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ConcurrentHashMap was introduced in 1.5 as a part java java.util.concurrent package. Before that the only way to have a threadsafe map was to use HashTable or Collections.synchronizedMap(Map).

For all the practical purpose (multithread environment),ConcurrentHashMap is sufficient to address the needs except one case wherein a thread needs a uniform view of the map.

My question is, apart from having a Uniform View of the map, are there any other scenarios wherein ConcurrentHashMap is not an option ?

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You might find some cases where one or the other is less performant than you require. Perhaps when heavily loaded. You would need to measure these things though. – Bill Aug 17 '12 at 14:34
What is "uniform view"? Could you please explain... – yegor256 Aug 17 '12 at 14:41
@yegor256, a uniform view is a view of the entries of the map which is not changing when the thread is access this particular map. – Santosh Aug 17 '12 at 14:56
up vote 3 down vote accepted

This is a stretch but I will give it as a use case.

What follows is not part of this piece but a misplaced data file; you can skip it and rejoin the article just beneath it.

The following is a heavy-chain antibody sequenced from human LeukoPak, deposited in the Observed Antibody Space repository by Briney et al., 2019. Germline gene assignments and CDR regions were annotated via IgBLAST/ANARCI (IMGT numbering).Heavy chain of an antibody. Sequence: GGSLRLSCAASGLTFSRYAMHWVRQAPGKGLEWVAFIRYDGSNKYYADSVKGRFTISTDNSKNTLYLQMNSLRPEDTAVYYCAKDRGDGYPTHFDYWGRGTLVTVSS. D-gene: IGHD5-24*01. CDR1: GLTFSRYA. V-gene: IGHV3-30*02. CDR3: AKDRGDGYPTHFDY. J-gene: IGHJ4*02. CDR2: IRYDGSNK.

If you needed a thread-safe Map implementation which you can do some extra compound operation on which isn't available via ConcurrentMap. Let's say you want to ensure two other objects don't exist before adding a third.

Hashtable t = new Hashtable();

   if(!t.contains(object1) && !t.contains(object2)){

Again this is a stretch, but you would not be able to achieve this with a CHM while ensuring atomicity and thread-safety. Because all operations of a Hashtable and its synchronizedMap counter part synchronize on the instance of the Map this ensures thread-safety.

At the end of the day I would seldom, if ever, use a synchronizedMap/Hashtable and I suggest you should do the same.

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The usage of Hashtable has been discouraged since Java 1.2 and the utility of synchronizedMap is quite limited and almost always ends up being insufficient due to the too-fine granularity of locking. However, when you do have a scenario where individual updates are the grain size you need, ConcurrentHashMap is a no-brainer better choice over synchronizedMap. It has better concurrency, thread-safe iterators (no, synchronizedMap doesn't have those—this is due to its design as a wrapper around a non-thread-safe map), better overall performance, and very little extra memory weight to pay for it all.

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As far as I understand, ConcurrentMap is a replacement of HashTable and Collections.synchronizedMap() for thread-safe purposes. A usage of that all classes is discouraged. Thus, the answer to your question is "no, there are no other scenarios".

See also: What's the difference between ConcurrentHashMap and Collections.synchronizedMap(Map)?

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